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Title: Single molecule mechanics of Kif15
Author: McHugh, Toni
ISNI:       0000 0004 5915 5066
Awarding Body: University of Warwick
Current Institution: University of Warwick
Date of Award: 2015
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Kinesin-12 is a motor protein that has a role in the processes of mitotic spindle formation and maintenance. The human Kinesin-12, Kif15, has been shown to have some functional redundancy with Eg5, a Kinesin-5 that plays key roles in the formation of the bipolar spindle and is a potential target for anti-cancer drugs. Eg5 is thought to contribute to spindle formation by cross-linking and sliding microtubules, however little is known about the mechanism of Kif15. We have used laser tweezers to investigate the mechanical properties of Kif15 compared to those of kinesin-1. We have found that Kif15 is plus end directed and takes multiple steps along the microtubule without detaching. Full-length Kif15 walks faster and supports more load than full-length Eg5. Kif15 is less processive under load than kinesin-1, although it has a similar stall force. A second, diffusive, microtubule binding site in Kif15 supports processivity at zero load, and slows flyback following a detachment in the optical trap. The microtubule-associated protein, Tpx2, is necessary for the localisation of Kif15 to spindle microtubules. We find that Tpx2 binding arrests the motion of Kif15 and creates a stable binding state that resists both assisting and hindering loads. We also find evidence of a tail-mediated auto-inhibitory mechanism that creates a stable MT binding state and causes pausing during processive runs. C-terminal truncation of the Kif15 tail relieves this inhibition leading to faster overall stepping and abrogates the effects of Tpx2. We examined the detachment behaviour of Kif15 from microtubules, under assisting and hindering loads. We find that assisting loads cause single Kif15 and Kinesin-1 motors to detach from the microtubule more easily than hindering loads. Kif15 shows a much more asymmetric response to load in low levels of ATP than Kinesin-1, and both show more asymmetry than Eg5: previous work has shown that the behaviour of Eg5 does not change dramatically with differing loading directions. This has interesting implications for the roles of Kif15 and Eg5 motors in both parallel and anti-parallel microtubule bundles. Overall our data supports an in vivo mechanism for Kif15 that it distinct from that of Eg5. We investigated the load-dependent detachment of Kinesin-1 and Kif15 in millimolar concentrations of ADP, AMPPNP and micromolar concentrations of ATP. Kinesin-1 in ADP detached at low loads, and in AMPPNP at two different loads, both higher than in ADP. These two AMPPNP states of Kinesin1 likely corresponding to single and double headed microtubule binding, as proposed by Ishiwata and colleagues. Kif15 behaved broadly similarly. At micromolar ATP concentrations and hindering loads, both Kinesin-1 and Kif15 again showed two different high load detachment states. This is inconsistent with the model proposed by Ishiwata and possible modifications are discussed.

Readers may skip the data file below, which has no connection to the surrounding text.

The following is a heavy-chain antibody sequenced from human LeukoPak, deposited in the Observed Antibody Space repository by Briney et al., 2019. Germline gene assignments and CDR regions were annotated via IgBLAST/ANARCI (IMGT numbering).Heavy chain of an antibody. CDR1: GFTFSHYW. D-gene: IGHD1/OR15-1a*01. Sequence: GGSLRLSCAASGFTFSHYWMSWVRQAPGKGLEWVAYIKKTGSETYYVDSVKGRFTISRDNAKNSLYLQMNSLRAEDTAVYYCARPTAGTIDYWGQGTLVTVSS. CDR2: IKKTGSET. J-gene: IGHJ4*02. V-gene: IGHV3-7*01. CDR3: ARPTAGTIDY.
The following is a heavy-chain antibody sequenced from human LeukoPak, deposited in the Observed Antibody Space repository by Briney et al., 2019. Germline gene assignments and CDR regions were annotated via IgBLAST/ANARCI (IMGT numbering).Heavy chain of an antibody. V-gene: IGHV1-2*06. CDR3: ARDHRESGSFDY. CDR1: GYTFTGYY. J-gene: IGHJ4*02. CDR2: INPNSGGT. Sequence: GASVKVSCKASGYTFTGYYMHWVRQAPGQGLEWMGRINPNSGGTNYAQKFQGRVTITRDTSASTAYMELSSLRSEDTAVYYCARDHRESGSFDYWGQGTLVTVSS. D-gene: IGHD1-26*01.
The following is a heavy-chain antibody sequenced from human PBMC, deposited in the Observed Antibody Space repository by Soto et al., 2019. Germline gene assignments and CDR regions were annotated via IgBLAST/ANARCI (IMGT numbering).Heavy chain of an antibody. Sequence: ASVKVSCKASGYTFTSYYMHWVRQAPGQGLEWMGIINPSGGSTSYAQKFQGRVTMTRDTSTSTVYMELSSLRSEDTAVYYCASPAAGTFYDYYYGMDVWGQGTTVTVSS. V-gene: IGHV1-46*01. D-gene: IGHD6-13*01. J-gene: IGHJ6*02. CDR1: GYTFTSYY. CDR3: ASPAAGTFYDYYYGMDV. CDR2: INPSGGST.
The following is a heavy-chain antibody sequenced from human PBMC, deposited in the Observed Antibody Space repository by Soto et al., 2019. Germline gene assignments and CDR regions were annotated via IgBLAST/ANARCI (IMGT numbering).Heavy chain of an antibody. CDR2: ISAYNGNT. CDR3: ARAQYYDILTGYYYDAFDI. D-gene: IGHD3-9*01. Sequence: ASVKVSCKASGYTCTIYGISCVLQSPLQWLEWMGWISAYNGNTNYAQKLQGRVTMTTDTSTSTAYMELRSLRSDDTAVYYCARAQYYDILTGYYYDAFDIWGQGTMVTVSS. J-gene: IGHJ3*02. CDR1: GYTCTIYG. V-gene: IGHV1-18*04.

Supervisor: Not available Sponsor: Engineering and Physical Sciences Research Council
Qualification Name: Thesis (Ph.D.) Qualification Level: Doctoral
EThOS ID:  DOI: Not available
Keywords: QP Physiology